The differences in price between city and country can be spectacular, between 50 and 100 per cent for substantially identical accommodation. We've always felt that we'd rather have more time away, spending slightly less money, than a shorter but more luxurious trip. Having said this, it's foolish not to spend a bit extra -- or even quite a lot extra -- if it means you can wake up in the morning within walking distance of where you want to be. Sure, you can find accommodation on the outskirts of Paris for 30 euros or less (GBP 20, US $33), but you'll then be faced with suburban traffic and all kinds of hassles before you can get into the centre. We've always been willing to spend more, typically around 70 or 80 euros (GBP 50 or 55, US $80-90) at the time of writing, to be in the centre of Paris.

HAPPY ACCIDENTS

Over the years, we have noticed that often, the best times have been when we found somewhere we really liked and stayed there for two or three days, using it as a base for exploratory trips of just a few miles or scores of miles. Unfortunately, we have also found that it is impossible to plan these stops: we have to find them by accident. Thus for example in early 2003 we had planned to stay in Braganza in northern Portugal, which we had really enjoyed 20 years before, but it had grown so much that we stayed overnight (it was getting late when we arrived) and then got out. One of the real surprises on that trip was Tarragona in Catalunya, where we expected to spend two or three hours and ended up spending two and a half days. Another was the spas of Llo and St. Thomas in France, near the Spanish border. We were running out of time at that point, so we returned for another few days, later in the year.

What we try to do now is to have a minimum journey in mind, with possible add-ons if the places we planned on visiting turn out not to be as attractive as we had hoped. We have found this much more successful than setting out a maximum journey, with the option of dropping parts: for some reason, we find it much easier to add things on than to cut them out. You may be the other way around, but it is worth thinking quite hard about how your mind works on these matters.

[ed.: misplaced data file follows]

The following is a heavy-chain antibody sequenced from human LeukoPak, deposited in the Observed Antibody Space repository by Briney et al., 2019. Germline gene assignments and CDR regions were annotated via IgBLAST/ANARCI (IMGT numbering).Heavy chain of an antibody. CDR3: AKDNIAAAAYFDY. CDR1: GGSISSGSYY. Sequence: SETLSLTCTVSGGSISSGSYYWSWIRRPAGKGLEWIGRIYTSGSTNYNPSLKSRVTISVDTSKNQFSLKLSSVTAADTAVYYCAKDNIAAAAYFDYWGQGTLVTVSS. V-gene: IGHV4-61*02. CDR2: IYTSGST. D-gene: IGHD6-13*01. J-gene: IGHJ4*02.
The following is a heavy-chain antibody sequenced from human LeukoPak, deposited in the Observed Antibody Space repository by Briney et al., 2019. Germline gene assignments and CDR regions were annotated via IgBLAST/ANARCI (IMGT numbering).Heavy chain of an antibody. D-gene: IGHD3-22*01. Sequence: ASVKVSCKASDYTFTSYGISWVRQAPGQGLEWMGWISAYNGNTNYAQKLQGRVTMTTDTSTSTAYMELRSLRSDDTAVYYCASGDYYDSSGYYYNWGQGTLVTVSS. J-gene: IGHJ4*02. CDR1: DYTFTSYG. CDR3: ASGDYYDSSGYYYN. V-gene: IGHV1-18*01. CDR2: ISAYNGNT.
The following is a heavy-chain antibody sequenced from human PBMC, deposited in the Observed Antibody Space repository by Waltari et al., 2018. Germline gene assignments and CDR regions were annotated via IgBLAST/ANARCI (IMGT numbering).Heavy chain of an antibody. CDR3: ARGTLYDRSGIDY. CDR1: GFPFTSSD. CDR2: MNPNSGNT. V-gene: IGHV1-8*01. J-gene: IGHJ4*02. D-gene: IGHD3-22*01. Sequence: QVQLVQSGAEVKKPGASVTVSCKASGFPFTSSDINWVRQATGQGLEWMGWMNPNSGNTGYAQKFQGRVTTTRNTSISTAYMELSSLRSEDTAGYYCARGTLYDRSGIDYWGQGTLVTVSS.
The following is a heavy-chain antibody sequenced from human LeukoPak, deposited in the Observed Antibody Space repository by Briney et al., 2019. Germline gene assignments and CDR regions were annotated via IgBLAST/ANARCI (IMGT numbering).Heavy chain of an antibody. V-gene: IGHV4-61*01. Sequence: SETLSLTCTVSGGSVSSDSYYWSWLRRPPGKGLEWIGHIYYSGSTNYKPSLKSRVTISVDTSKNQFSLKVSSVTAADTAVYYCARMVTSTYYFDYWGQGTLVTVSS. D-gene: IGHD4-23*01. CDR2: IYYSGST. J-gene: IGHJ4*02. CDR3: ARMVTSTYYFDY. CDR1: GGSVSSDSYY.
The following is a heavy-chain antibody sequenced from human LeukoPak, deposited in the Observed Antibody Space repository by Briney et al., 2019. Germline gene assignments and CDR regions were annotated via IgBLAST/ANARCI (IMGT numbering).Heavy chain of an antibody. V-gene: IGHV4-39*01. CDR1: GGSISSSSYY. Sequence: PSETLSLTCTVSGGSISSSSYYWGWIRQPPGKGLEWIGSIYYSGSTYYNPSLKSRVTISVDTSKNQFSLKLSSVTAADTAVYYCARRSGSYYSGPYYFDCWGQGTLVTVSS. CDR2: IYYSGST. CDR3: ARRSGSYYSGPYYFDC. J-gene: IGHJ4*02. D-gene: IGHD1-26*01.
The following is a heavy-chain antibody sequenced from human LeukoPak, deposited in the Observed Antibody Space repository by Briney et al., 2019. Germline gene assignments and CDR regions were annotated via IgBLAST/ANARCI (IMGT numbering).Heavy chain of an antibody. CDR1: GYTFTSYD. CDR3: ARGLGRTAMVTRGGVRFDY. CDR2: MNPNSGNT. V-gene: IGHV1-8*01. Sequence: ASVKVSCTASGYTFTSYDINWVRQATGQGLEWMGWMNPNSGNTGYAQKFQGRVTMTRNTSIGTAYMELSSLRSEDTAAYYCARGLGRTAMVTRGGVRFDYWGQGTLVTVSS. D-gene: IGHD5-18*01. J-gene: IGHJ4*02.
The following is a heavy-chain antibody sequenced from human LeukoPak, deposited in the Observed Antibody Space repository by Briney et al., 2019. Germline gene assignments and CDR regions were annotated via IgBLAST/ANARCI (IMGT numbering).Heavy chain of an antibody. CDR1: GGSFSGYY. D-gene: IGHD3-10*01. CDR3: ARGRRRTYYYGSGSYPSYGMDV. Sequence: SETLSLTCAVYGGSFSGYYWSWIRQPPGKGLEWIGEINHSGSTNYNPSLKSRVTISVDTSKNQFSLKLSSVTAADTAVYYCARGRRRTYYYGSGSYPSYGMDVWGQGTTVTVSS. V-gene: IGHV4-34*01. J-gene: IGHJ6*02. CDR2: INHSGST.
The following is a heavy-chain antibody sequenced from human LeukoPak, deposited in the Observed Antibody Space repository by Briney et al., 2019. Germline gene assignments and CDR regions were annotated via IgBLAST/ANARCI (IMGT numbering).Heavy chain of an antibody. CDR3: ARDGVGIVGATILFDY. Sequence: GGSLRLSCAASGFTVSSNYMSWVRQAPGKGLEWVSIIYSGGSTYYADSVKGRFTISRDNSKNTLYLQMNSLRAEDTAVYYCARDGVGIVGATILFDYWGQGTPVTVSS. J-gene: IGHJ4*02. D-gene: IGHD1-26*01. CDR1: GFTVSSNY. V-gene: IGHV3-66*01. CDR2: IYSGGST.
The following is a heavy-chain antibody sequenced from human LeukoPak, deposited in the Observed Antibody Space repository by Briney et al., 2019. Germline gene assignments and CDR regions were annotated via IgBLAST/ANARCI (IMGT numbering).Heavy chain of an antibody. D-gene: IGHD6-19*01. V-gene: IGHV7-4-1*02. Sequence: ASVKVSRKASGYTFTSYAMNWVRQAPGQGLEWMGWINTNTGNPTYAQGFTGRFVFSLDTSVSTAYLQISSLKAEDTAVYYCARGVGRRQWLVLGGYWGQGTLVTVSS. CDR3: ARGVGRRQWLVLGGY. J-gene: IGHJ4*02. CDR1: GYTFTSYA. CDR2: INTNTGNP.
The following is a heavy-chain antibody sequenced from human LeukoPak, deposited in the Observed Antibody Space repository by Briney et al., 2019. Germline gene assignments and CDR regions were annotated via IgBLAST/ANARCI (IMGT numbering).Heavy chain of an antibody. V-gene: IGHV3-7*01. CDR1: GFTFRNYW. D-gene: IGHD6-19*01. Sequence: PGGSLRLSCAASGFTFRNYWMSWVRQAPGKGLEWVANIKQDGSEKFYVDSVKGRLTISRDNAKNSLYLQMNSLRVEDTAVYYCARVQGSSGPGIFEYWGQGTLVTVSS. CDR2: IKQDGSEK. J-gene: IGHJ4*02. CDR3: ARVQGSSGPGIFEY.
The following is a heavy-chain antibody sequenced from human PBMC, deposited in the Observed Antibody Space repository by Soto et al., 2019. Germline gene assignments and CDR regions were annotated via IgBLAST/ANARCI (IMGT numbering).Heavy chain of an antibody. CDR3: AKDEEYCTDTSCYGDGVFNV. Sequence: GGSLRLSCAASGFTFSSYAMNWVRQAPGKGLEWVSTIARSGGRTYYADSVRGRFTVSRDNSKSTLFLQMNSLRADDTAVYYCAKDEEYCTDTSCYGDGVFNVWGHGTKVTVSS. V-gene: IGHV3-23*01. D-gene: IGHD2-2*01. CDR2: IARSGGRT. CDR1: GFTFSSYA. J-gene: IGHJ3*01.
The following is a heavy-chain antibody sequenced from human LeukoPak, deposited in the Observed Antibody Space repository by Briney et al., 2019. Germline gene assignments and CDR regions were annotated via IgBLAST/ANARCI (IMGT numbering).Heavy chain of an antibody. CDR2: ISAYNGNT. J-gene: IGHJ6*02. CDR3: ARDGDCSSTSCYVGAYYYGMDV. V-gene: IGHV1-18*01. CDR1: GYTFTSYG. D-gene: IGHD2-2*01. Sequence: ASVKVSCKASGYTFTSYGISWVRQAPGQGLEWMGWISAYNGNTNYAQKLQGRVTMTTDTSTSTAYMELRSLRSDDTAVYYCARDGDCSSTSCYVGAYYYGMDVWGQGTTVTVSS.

Although 'happy accidents' may seem like an unfortunate choice of phrase in the context, one of our best stops -- in Burgundy -- was indeed as we were recovering from a real accident a few hundred miles before!

HARDENING OF THE CATEGORIES

A bad tour -- and they happen -- is very much a question of 'are we having fun yet?' Flexibility is essential: the ability to cut your losses and go somewhere else or (at the very worst) go home early. For example, we were in Prague in 1992. It was a very fashionable destination: the streets were full of trustafarians, all full of, "Hey, look at me, I'm in Prague, aren't I cool?"

We had gone there for a photographic trade fair, which was interesting, and there were several other good points: the VE day celebrations, the excellent beer (I much prefer Gambrinus to Budweiser Budwar) and the incredible National Technical Museum, which frankly is the only reason I would consider going back to Prague. But accommodation was scarce and overpriced, and besides, there is something peculiarly depressing about being surrounded by people who are both financially overprivileged and intellectually challenged. As the old saying goes, "If you want God's opinion of money, look at the people to whom he gives it."